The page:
Researchers in France have discovered that volatile compounds released by a bacterial pathogen stimulate the growth of a fungal pathogen found in lung infections in cystic fibrosis (CF). The findings, published this week in mBio, an online open-access journal of the American Society for Microbiology, show for the first time that one pathogen can emit a signal through the air that acts as a direct fuel for another pathogen to grow.
The bacteria Pseudomonas aeruginosa and the fungus Aspergillus fumigatus are both opportunistic pathogens often found together in the lung microbiota. When the two pathogens come into direct contact, previous research has shown that the bacteria produces compounds that inhibit fungal growth. Because microbes often produce volatile compounds that can travel through the air, Jean-Paul Latgé Christoph, Heddergott and Benoit Briard, members of the Aspergillus unit at the Pasteur Institute in Paris, wondered if these two pathogens could also communicate via volatile signals.
"To our big surprise, volatiles produced by Pseudomonas aeruginosa were promoting the growth of the Aspergillus fumigatus fungus," says Latgé. "Even more surprising, we found that these volatiles were actually taken up by the fungus to support growth."
To test how volatile compound signals might travel between and influence the microbes, Heddergott and Briard placed a small Petri dish of Aspergillus to one side inside a larger Petri dish of a Pseudomonas culture. Physically separated by the plastic dishes, the microbes shared common airspace above the dishes' surfaces.
"We simply put these two organisms together and in a couple of days, we were surprised to see the fungus growing faster and growing towards the bacteria," says Heddergott. "This really indicated something stimulatory [coming from the bacteria]."
To find out what it might be, he used special fibers to absorb the volatile compounds released from each pathogen and then identified them. Heddergott then tested each of the volatiles produced by Pseudomonas individually on the fungus alone.
"The most stinky ones containing sulfur stimulated the fungus to grow at the same concentration as co-growing with the bacteria," says Heddergott. He narrowed it down to just one airborne compound mainly responsible for the growth—dimethyl sulfide.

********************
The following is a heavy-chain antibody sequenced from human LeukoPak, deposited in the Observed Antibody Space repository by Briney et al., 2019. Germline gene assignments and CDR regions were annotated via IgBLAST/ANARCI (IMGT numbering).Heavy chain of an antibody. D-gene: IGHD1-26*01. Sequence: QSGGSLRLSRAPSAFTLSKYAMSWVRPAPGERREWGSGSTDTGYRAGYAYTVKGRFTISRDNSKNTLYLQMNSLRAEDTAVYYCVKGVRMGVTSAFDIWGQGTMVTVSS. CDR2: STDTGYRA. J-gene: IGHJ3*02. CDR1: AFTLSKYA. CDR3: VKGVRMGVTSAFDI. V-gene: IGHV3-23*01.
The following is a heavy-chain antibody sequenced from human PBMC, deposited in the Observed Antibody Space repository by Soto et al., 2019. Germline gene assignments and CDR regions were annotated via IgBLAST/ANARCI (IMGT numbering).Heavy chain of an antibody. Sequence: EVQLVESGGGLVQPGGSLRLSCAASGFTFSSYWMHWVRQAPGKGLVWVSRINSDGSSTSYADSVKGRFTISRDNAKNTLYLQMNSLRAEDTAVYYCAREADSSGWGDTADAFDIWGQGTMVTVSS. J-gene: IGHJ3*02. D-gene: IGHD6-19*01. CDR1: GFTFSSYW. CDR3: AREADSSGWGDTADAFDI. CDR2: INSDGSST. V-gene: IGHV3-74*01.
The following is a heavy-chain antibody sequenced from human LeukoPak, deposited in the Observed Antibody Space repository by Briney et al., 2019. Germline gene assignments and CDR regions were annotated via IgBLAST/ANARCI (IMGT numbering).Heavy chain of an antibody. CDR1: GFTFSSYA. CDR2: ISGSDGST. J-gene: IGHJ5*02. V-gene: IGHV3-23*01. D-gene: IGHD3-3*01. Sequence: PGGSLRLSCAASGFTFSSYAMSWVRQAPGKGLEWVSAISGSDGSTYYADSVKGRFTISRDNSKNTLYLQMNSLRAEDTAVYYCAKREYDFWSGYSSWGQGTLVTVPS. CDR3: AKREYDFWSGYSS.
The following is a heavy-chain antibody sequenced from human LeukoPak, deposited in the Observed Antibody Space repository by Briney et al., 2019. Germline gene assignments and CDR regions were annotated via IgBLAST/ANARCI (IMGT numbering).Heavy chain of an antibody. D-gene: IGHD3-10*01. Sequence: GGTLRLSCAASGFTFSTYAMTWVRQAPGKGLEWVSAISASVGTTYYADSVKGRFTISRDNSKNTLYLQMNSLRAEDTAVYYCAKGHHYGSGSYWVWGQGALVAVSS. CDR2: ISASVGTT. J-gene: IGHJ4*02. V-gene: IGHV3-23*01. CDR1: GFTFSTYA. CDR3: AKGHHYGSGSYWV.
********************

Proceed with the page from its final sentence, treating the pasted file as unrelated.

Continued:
Because sulfur is an essential component that Aspergillus needs for growth, the team tested whether dimethyl sulfide was actually being taken up and used as food by the fungus. Heddergott and Briard placed the fungus on a plate of food lacking sulfur, then pumped dimethyl sulfide into the airspace. They showed that the fungus grew better with dimethyl sulfide present and sucked the dimethyl sulfide directly out of the air as fuel.
"Before now, no one thought that a fungus could grow on volatile compounds bringing sulfur," says Latgé. In the context of CF lung infections, Latgé says, this might explain why the bacteria usually colonize lungs first and the fungus colonizes later: "When the fungus reaches the patient's lung, having bacteria that are releasing this volatile will help the fungus establish itself."
Understanding the relationships between these microorganisms and how they colonize lungs could lead to better ways to prevent these bacterial-fungal co-infections, which are responsible for acute worsening of symptoms and declining lung function in CF patients.
"This opens our eyes to look not at just a single organism in human infections, but rather a series of microorganisms," says Latgé. "They can be far away from each other, communicating over a distance, and even using volatile compounds produced by another microbe to grow."
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